Sam Allardyce claims English football is suffering because children are not playing enough sport at school.
West Ham's former Bolton and Blackburn manager believes the professional game has been "undermined" by decisions made during the Margaret Thatcher-led Conservative government.
Allardyce said in The Sun: "Since Margaret Thatcher stopped teachers being paid extra money for coaching sports after school, all sporting activities have diminished on a competitive basis."
He added: "Thatcher killed football, no doubt about it."
The consequence, according to Allardyce, is "a lesser quality of players" and "unhealthy" youngsters, with clubs spurred to sign up children at increasingly young ages to ensure they have opportunities to participate in sport.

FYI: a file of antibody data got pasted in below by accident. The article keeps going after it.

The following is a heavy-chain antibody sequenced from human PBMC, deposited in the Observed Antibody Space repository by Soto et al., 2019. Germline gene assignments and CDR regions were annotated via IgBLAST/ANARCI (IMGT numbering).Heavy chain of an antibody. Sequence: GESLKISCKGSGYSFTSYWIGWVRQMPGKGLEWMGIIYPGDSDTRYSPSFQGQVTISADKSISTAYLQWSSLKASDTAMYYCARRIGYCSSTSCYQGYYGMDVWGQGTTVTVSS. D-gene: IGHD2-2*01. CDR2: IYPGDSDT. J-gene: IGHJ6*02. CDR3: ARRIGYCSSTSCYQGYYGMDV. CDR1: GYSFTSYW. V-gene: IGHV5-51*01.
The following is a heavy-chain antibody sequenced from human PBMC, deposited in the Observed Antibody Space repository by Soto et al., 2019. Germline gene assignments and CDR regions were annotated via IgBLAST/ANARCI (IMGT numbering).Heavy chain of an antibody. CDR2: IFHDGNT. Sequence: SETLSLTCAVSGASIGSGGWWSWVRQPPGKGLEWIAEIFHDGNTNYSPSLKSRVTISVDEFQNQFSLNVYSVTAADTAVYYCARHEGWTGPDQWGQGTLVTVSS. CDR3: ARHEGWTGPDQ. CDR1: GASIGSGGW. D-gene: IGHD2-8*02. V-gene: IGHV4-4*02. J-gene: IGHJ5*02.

"This was a working class game but it's only at private schools where the children get the sports opportunities I had - and even then a lot of them don't play football, it's mainly rugby," Allardyce said.
"Despite putting in place all sorts of advanced academy systems at clubs we are only producing half the players the school system used to.
"Our [West Ham] youth trainer, Tony Carr, is fighting to find the next Ferdinands and Lampards with one hand tied behind his back."
Allardyce suggests the Football Association's head of elite development, Gareth Southgate, is doing the right thing by encouraging small-scale games for children rather than have them play on full-size pitches.
"But until we wake up and realise how important school sport is to our kids we will never repair the damage," Allardyce said.
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